In a first step, we will focus on estimating the adsorption capacity of zeolites for a series of guest molecules at elevated temperatures. Traditionally, this is performed by classical Grand Canonical Monte Carlo (GCMC) simulations of the rigid framework. During this GCMC simulation, we try to add guest molecules to the host material (or remove them from the host material), something that will only succeed when the guest-host interactions are favorable. In this thesis, the result obtained with this traditional approach will be contrasted with two more advanced techniques (see Figure 2). In a first technique, a molecular dynamics (MD) simulation of an empty zeolite is performed for a sufficiently long time, and several snapshots of the zeolite are taken during this run. Afterwards, a separate GCMC simulation is started for each snapshot. When averaging over all these snapshots, which are assumed to be representative for the flexibility of the zeolite, the average amount of guest adsorption in the zeolite can be obtained [3]. In a second technique, recently developed at the CMM, a short MD simulation is initiated, after which we try to add or remove a guest molecule via an MC step. After this MC step, whether successful or not, we again perform an MD simulation, possibly with a different number of guest molecules. As such, we will obtain a sequence of alternating MD and MC steps, so that guest molecules can be removed or added during the hybrid simulation. The average amount of guest molecules is then again obtained by averaging over the whole MD/MC run.

    In a second step, the acidity of the guest-loaded zeolite will be investigated. Hereto, two advanced computational schemes that were previously adopted to predict the acidity of dye molecules will be compared [2], and their results benchmarked against traditional approximate methods such as the adsorption enthalpy of ammonia. These advanced schemes are a prerequisite as the protonation of the guest molecule in a zeolite is a rare event, which is not sufficiently sampled in regular MD simulations. In a first advanced scheme, the free energy associated with the protonation is determined from a set of MD simulations during which the proton transfer from the zeolite to the guest molecule is carried out gradually. In a simulation, the position of the proton can be regulated via restrained MD, and the acidity can afterwards be determined from thermodynamic integration of the average forces acting on the proton in each of the restrained MD simulation. For this scheme to yield accurate acidities, however, is important to investigate how regulating the position of the proton influences the prediction. In a second scheme, called insertion/deletion, the protonation is divided into two separate steps, in which first the zeolite is deprotonated and afterwards the guest molecule is protonated. For both steps, the partial free energy difference can be determined from a set of advanced MD simulations in which a partial charge is associated with the proton. Afterwards, the total free energy of the protonation can be obtained by summing the two obtained partial free energy differences, from which the acidity of the zeolite can be predicted. For both schemes, it is important to properly take the dynamics of the acidic proton into account, as we have recently shown that the proton may participate in extended molecular configurations such as proton channels [3].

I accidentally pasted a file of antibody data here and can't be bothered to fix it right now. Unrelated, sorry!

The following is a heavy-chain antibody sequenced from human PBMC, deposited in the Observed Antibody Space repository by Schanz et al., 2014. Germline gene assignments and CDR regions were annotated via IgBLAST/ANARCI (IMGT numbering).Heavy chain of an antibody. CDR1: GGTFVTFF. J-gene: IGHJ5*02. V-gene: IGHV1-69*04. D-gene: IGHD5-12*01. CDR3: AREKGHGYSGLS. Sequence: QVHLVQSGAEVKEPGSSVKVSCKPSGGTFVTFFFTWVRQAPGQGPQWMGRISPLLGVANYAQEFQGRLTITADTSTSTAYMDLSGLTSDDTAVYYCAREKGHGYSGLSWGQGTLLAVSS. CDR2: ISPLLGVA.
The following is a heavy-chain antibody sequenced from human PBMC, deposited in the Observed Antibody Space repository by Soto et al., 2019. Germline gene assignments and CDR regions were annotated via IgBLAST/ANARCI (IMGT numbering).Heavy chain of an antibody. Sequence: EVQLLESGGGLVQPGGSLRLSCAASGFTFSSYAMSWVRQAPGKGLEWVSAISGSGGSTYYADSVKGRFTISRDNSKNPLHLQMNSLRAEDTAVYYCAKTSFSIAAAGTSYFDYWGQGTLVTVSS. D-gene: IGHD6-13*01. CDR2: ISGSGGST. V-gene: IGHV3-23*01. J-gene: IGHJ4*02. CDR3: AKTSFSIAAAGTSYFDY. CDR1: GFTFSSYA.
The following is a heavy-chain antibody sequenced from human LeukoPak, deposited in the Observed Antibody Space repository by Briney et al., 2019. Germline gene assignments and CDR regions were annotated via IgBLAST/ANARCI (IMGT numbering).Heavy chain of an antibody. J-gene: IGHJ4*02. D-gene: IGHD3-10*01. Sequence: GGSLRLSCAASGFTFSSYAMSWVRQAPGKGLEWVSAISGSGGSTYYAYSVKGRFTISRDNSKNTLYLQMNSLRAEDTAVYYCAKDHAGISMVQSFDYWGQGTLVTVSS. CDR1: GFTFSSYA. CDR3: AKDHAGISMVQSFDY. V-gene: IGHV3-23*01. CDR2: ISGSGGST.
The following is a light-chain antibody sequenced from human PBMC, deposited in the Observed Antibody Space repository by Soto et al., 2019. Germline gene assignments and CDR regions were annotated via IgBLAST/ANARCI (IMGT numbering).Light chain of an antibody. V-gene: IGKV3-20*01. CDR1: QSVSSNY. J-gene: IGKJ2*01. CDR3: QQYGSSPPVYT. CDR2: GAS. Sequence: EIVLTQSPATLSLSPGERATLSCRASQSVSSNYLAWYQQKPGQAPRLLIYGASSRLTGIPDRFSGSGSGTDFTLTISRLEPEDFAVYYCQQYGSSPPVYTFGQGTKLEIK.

This master thesis, on the crossroads between statistical physics and computational material design, fits into a larger concerted action in which physical and chemical transformations in microporous materials are computationally investigated. As the CMM collaborates with leading national and international partners in the frame of this program, it is the intention to involve the interested student in our work discussions with our collaborators. The student will be made familiar with the simulation techniques necessary for this research proposal early on in the thesis, given the expertise available at the CMM.


    Physics aspect: Obtaining microscopic insight in the physical interactions between guest molecules and the host material governing the acidity of the material.
    Engineering aspect: The optimization of zeolite design to promote their application for a variety of industrial applications.

  1. Study programme
    Master of Science in Engineering Physics [EMPHYS]
    For Engineering Physics students, this thesis is closely related to the cluster(s) NANO, MODELING
    Nanoporous materials, guest adsorption, acidity, Molecular dynamics, Monte Carlo, Free energy

    [1] M. Witman, S. Ling, S. Jawahery, P. G. Boyd, M. Haranczyk, B. Slater and B. Smit, "The Influence of Intrinsic Framework Flexibility on Adsorption in Nanoporous Materials," J. Am. Chem. Soc., vol. 139, no. 15, pp. 5547-5557, 2017.
    [2] T. De Meyer, B. Ensing, S. M. J. Rogge, K. De Clerck, E. J. Meijer and V. Van Speybroeck, "Acidity Constant (pKa) Calculation of Large Solvated Dye Molecules: Evaluation of Two Advanced Molecular Dynamics Methods," ChemPhysChem, vol. 17, no. 21, pp. 3447-3459, 2016.
    [3] C. Caratelli, J. Hajek, S. M. J. Rogge, S. Vandenbrande, E. J. Meijer, M. Waroquier and V. Van Speybroeck, "Influence of a Confined Methanol Solvent on the Reactivity of Active Sites in UiO-66," ChemPhysChem, vol. 19, no. 4, pp. 420-429, 2018.


Veronique Van Speybroeck